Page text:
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Friday, January 19, 2018

Pyrochlore





Pyrochlore
Wikipedia says that these crystals occur as Octahedra.  As you can see this sample does not conform.  It comes to us from Myeba, Kenya, Africa.

Being smaller than I remembered it is about 1/8" across.  I am still trying to wrap my mind around this being a crystal.  I find myself thinking a crystal is at least opac to at most clear or prismatic.

Pyrochlore
Wikipedia says that it has a "diverse technological applications like in luminescence, ionic conductivity, nuclear waste immobilization, high temperature thermal barrier coatings, automobile exhaust gas control, catalysts, solid oxide fuel cell, ionic/electric conductors...


Pyrochlore
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Wednesday, January 17, 2018

Eulalia Grass



Eulalia Grass
We have very little of this domestic grass which has escaped to Gorman.  I was aware of two or three clumps of it at the time of capture of the above (Dec. 2012).  I have long been an admirer of ornamental grasses and this is one of them.

Like many of the perennial plants at Gorman, it grows from seed but mostly comes back each year from its underground rhizomes.  It a plant originally from Eastern Asia, China, Japan, etc.


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Monday, January 15, 2018

Vertical Shot Setup



Vertical Shot Setup
 Occasional, I have need for what I call "Vertical Shot Setup" for compositional reasons.  I think of the tiny minerals I shoot as landscapes.  The landscapes are difficult to set up because of the lack of much DOF, depth-of-field.  Sometimes, I must shot several to get "the lay of the Land."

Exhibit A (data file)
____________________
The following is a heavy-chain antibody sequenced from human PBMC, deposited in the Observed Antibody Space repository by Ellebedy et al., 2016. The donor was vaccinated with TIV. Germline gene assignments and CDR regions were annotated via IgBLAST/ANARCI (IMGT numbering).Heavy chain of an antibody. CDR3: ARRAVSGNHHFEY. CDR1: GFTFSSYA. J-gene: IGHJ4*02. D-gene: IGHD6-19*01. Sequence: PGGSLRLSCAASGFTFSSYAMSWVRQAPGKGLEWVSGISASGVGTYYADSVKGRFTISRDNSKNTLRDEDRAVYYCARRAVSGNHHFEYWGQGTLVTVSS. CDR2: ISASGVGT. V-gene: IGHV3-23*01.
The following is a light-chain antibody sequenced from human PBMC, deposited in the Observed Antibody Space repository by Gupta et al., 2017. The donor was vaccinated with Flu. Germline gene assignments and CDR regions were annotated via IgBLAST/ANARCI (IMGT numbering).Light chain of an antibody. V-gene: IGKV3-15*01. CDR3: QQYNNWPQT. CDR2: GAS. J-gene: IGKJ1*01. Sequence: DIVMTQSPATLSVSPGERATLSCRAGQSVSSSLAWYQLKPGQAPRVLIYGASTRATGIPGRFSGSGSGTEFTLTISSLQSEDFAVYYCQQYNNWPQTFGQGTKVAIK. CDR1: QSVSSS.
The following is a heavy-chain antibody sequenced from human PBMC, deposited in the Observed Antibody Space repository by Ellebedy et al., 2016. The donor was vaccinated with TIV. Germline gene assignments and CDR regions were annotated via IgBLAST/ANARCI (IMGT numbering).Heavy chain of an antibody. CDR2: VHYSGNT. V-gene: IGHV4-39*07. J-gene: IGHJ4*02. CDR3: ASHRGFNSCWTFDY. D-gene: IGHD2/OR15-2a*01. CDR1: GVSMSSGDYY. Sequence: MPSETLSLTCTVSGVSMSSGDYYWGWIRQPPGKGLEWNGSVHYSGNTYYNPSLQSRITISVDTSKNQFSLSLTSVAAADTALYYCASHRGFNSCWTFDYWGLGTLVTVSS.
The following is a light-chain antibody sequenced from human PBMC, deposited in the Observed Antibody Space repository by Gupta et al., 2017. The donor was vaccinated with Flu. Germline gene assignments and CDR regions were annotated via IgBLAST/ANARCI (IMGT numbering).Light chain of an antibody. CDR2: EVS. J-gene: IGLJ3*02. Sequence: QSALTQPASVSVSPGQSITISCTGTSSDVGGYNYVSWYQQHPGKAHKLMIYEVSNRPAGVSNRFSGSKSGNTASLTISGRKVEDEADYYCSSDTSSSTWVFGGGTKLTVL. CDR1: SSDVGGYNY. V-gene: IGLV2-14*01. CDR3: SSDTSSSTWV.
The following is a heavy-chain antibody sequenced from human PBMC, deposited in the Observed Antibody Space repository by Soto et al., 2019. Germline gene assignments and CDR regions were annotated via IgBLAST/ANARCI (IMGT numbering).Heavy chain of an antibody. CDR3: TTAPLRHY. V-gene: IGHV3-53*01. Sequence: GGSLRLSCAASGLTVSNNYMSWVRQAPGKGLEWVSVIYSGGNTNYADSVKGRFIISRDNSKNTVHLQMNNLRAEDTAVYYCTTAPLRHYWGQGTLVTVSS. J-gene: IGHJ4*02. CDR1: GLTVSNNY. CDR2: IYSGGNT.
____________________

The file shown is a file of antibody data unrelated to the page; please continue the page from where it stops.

To make this device I used my usual setup with the addition of parts from my King Panoramic device.  I have not used it since I improved my pedestal with a rotating subject plane.  I have not thought this through yet but I may not need the vertical shot setup.  I'll think about it when the need arises.

Please note the Adorama Focusing rail, above, is also part of the setup.  I consider it essential micro photography.




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Saturday, January 13, 2018

Clinoptilolite




Clinoptilolite
Clinoptilolite was described in 1969 from Owl Canyon, San Bernardino, California.  That is a relatively late date for a mineral to be first decribed.

The sample above comes from Augoura, Los Angeles Co., California.  It is used in fertilizer and deodorant.

Clinoptilolite
It has an ion exchange affinity making it favored my scientists.  It especially exchanges easily with Ammonium. 


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Thursday, January 11, 2018

Cherry Fuchsia

Cherry Fuchsia
This comes from our home in July, 2004.  It was a plant we brought in for the summer.

Most Fuchsias are native to South America.  North through Central America and Southern US their numbers diminish.  I think this bloom also embodies the color whose name is the same as the plant.